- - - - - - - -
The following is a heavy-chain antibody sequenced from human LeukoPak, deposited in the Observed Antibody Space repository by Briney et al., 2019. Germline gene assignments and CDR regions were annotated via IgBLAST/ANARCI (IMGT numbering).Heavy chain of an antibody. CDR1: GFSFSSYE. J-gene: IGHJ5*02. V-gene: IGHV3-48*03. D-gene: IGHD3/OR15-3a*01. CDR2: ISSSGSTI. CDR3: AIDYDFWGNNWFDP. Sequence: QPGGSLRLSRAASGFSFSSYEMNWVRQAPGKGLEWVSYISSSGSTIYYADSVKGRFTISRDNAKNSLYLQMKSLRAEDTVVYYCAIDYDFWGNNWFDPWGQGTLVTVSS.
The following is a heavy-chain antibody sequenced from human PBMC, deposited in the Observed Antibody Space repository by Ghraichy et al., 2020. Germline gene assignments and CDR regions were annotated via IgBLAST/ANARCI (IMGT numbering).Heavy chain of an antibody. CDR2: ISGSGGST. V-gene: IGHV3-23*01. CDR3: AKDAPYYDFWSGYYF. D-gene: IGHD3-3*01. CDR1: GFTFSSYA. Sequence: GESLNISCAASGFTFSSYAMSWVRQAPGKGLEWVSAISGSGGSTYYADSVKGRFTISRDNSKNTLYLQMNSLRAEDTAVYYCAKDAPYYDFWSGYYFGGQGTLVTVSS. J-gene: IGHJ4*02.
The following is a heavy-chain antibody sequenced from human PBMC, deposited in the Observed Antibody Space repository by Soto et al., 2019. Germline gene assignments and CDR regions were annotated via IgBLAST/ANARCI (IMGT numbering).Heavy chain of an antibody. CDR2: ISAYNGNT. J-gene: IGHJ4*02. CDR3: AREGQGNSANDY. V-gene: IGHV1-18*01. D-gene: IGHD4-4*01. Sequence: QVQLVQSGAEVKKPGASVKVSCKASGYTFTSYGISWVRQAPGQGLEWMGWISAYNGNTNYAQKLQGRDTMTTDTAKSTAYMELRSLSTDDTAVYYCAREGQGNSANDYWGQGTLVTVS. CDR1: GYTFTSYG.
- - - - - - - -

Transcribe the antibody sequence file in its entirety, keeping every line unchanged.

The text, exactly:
The following is a heavy-chain antibody sequenced from human LeukoPak, deposited in the Observed Antibody Space repository by Briney et al., 2019. Germline gene assignments and CDR regions were annotated via IgBLAST/ANARCI (IMGT numbering).Heavy chain of an antibody. CDR1: GFSFSSYE. J-gene: IGHJ5*02. V-gene: IGHV3-48*03. D-gene: IGHD3/OR15-3a*01. CDR2: ISSSGSTI. CDR3: AIDYDFWGNNWFDP. Sequence: QPGGSLRLSRAASGFSFSSYEMNWVRQAPGKGLEWVSYISSSGSTIYYADSVKGRFTISRDNAKNSLYLQMKSLRAEDTVVYYCAIDYDFWGNNWFDPWGQGTLVTVSS.
The following is a heavy-chain antibody sequenced from human PBMC, deposited in the Observed Antibody Space repository by Ghraichy et al., 2020. Germline gene assignments and CDR regions were annotated via IgBLAST/ANARCI (IMGT numbering).Heavy chain of an antibody. CDR2: ISGSGGST. V-gene: IGHV3-23*01. CDR3: AKDAPYYDFWSGYYF. D-gene: IGHD3-3*01. CDR1: GFTFSSYA. Sequence: GESLNISCAASGFTFSSYAMSWVRQAPGKGLEWVSAISGSGGSTYYADSVKGRFTISRDNSKNTLYLQMNSLRAEDTAVYYCAKDAPYYDFWSGYYFGGQGTLVTVSS. J-gene: IGHJ4*02.
The following is a heavy-chain antibody sequenced from human PBMC, deposited in the Observed Antibody Space repository by Soto et al., 2019. Germline gene assignments and CDR regions were annotated via IgBLAST/ANARCI (IMGT numbering).Heavy chain of an antibody. CDR2: ISAYNGNT. J-gene: IGHJ4*02. CDR3: AREGQGNSANDY. V-gene: IGHV1-18*01. D-gene: IGHD4-4*01. Sequence: QVQLVQSGAEVKKPGASVKVSCKASGYTFTSYGISWVRQAPGQGLEWMGWISAYNGNTNYAQKLQGRDTMTTDTAKSTAYMELRSLSTDDTAVYYCAREGQGNSANDYWGQGTLVTVS. CDR1: GYTFTSYG.